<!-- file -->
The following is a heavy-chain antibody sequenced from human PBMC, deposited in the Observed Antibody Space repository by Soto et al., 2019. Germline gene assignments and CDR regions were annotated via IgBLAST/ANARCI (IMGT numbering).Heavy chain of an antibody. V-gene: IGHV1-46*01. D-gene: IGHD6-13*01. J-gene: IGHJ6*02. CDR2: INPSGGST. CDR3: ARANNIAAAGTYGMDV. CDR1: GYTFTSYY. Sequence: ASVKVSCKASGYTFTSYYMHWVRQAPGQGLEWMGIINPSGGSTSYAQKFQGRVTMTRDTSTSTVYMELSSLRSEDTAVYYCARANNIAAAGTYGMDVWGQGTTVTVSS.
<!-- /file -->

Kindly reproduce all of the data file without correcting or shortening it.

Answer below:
The following is a heavy-chain antibody sequenced from human PBMC, deposited in the Observed Antibody Space repository by Soto et al., 2019. Germline gene assignments and CDR regions were annotated via IgBLAST/ANARCI (IMGT numbering).Heavy chain of an antibody. V-gene: IGHV1-46*01. D-gene: IGHD6-13*01. J-gene: IGHJ6*02. CDR2: INPSGGST. CDR3: ARANNIAAAGTYGMDV. CDR1: GYTFTSYY. Sequence: ASVKVSCKASGYTFTSYYMHWVRQAPGQGLEWMGIINPSGGSTSYAQKFQGRVTMTRDTSTSTVYMELSSLRSEDTAVYYCARANNIAAAGTYGMDVWGQGTTVTVSS.